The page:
Cruise ships and ocean liners are both huge ocean-going vessels that can carry several thousand passengers. However, there are differences in design and purpose that distinguish them from one another.
In regular maritime jargon, a ship that has a regular ocean-going route from point A to point B is an ocean liner, even if it doesn’t carry passengers. The prominent passenger carrying ocean liners of recent decades have been the Queen Elizabeth 2, and more recently the Queen Mary 2, completed in 2003. In fact, the Queen Mary 2 was the first dedicated passenger service ocean liner built in over 30 years, and is now the sole true ocean liner carrying passengers in the world.
With the advent of fast air travel and the dawning of the cruise industry, retired ocean liners were converted into cruise ships. Initially, cruise ships took passengers on journeys that began and ended in the same port after sailing around exotic destinations such as the Caribbean. Due to calmer sailing conditions in sheltered waters, rather than the potential fury of the open ocean, cruise ship designers began to build a different style of vessel tailored for the cruising public.
Purpose built cruise ships began to take on different forms and features to ocean liners. For example, due to potentially rough conditions at sea, ocean liners were built to sit lower in the water, with a pointed bow designed to cut through high waves. Cruise ships are more box-like in shape and contain less heavy steel, allowing room for more passengers and savings on fuel consumption. Because cruise ships sit higher in the water they also have access to more ports.
Speed was a major draw-card for an ocean liner in days gone by, with great prestige attributed to the ship with the fastest time crossing the Atlantic Ocean. Cruise ships designed for leisurely travel don’t require such high speeds, providing additional fuel cost savings. However, recent developments in cruise ship itineraries have seen the lines blurring between ocean liners and cruise ships. Cruise companies now relocate their vessels in ports all around the world in order to take advantage of seasonal cruising opportunities, with modern ships built to travel at speeds almost equitable with the Queen Mary 2. Cruise ships are becoming more hydrodynamic and stronger.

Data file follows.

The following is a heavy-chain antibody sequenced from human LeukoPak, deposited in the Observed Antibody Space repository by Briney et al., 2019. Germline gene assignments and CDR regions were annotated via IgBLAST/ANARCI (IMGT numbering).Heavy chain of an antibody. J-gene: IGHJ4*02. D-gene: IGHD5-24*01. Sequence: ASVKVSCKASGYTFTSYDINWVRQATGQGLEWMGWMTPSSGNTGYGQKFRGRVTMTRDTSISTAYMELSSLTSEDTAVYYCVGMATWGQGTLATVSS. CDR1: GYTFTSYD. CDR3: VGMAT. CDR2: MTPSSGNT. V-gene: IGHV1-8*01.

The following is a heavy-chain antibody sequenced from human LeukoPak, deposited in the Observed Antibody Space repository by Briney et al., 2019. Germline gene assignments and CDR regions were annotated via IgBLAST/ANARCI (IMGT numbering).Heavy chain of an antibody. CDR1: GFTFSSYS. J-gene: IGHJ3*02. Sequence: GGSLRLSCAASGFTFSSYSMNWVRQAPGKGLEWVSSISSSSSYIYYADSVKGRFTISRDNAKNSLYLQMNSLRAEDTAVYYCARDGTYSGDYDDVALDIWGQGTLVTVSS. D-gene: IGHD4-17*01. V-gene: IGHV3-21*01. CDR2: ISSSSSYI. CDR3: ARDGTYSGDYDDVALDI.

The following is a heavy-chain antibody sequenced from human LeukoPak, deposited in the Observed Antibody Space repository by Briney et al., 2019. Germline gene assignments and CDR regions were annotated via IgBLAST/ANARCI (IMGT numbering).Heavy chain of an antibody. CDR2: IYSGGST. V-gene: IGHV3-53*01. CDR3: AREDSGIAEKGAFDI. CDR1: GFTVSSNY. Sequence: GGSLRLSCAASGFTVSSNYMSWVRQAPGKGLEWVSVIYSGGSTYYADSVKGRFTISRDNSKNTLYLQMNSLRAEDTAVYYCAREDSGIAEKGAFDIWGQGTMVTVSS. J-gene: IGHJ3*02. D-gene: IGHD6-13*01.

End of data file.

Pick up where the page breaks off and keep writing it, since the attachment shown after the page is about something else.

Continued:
Modern cruise ships are themselves a destination for holidaymakers, and choosing a ship suited to individuals, families or groups has become an important decision prior to cruising. Different cruise ships are built with specific features and entertainments in mind, whether it be for family fun, romantic getaways or exotic adventure.
On average, around ten new cruise ships have been built every year since 2001, and demand for cruising is at an all time high, while construction of ocean liners has all but halted completely. The largest cruise ships of today are comparable to the Queen Mary 2 in gross tonnage. They are also equipped to carry more passengers and a greater number of dedicated crew employed to cater to every passenger need.
Image credit: Tomokatsu Yukishita, Rennett Stowe, Louis Vest
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